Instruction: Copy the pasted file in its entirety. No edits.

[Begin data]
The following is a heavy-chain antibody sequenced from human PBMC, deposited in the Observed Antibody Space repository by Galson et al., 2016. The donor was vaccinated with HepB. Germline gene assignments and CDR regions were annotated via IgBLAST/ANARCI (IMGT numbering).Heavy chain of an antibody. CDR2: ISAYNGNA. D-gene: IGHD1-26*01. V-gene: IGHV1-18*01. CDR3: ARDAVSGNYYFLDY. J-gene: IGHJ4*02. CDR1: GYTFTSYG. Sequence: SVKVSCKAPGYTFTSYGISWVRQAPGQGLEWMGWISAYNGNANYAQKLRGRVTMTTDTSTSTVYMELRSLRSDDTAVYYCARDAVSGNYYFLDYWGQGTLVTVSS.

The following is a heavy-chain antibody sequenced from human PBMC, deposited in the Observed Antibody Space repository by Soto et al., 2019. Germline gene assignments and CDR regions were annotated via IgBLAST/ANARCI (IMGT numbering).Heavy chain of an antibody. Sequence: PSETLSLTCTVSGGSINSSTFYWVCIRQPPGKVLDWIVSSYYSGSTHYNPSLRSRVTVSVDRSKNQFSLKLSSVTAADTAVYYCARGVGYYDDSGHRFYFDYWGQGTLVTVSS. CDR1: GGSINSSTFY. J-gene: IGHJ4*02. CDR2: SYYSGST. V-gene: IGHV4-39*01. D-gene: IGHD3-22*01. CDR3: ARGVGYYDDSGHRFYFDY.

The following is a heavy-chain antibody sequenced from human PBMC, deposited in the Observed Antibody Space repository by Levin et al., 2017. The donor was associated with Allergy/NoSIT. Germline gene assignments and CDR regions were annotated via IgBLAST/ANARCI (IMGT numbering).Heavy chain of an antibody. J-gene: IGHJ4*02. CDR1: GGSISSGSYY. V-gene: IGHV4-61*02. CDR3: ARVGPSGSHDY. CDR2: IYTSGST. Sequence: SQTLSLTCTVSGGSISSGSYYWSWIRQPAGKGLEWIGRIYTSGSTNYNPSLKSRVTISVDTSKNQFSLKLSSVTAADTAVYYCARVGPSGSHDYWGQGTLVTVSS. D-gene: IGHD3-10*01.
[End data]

The following is a heavy-chain antibody sequenced from human PBMC, deposited in the Observed Antibody Space repository by Galson et al., 2016. The donor was vaccinated with HepB. Germline gene assignments and CDR regions were annotated via IgBLAST/ANARCI (IMGT numbering).Heavy chain of an antibody. CDR2: ISAYNGNA. D-gene: IGHD1-26*01. V-gene: IGHV1-18*01. CDR3: ARDAVSGNYYFLDY. J-gene: IGHJ4*02. CDR1: GYTFTSYG. Sequence: SVKVSCKAPGYTFTSYGISWVRQAPGQGLEWMGWISAYNGNANYAQKLRGRVTMTTDTSTSTVYMELRSLRSDDTAVYYCARDAVSGNYYFLDYWGQGTLVTVSS.

The following is a heavy-chain antibody sequenced from human PBMC, deposited in the Observed Antibody Space repository by Soto et al., 2019. Germline gene assignments and CDR regions were annotated via IgBLAST/ANARCI (IMGT numbering).Heavy chain of an antibody. Sequence: PSETLSLTCTVSGGSINSSTFYWVCIRQPPGKVLDWIVSSYYSGSTHYNPSLRSRVTVSVDRSKNQFSLKLSSVTAADTAVYYCARGVGYYDDSGHRFYFDYWGQGTLVTVSS. CDR1: GGSINSSTFY. J-gene: IGHJ4*02. CDR2: SYYSGST. V-gene: IGHV4-39*01. D-gene: IGHD3-22*01. CDR3: ARGVGYYDDSGHRFYFDY.

The following is a heavy-chain antibody sequenced from human PBMC, deposited in the Observed Antibody Space repository by Levin et al., 2017. The donor was associated with Allergy/NoSIT. Germline gene assignments and CDR regions were annotated via IgBLAST/ANARCI (IMGT numbering).Heavy chain of an antibody. J-gene: IGHJ4*02. CDR1: GGSISSGSYY. V-gene: IGHV4-61*02. CDR3: ARVGPSGSHDY. CDR2: IYTSGST. Sequence: SQTLSLTCTVSGGSISSGSYYWSWIRQPAGKGLEWIGRIYTSGSTNYNPSLKSRVTISVDTSKNQFSLKLSSVTAADTAVYYCARVGPSGSHDYWGQGTLVTVSS. D-gene: IGHD3-10*01.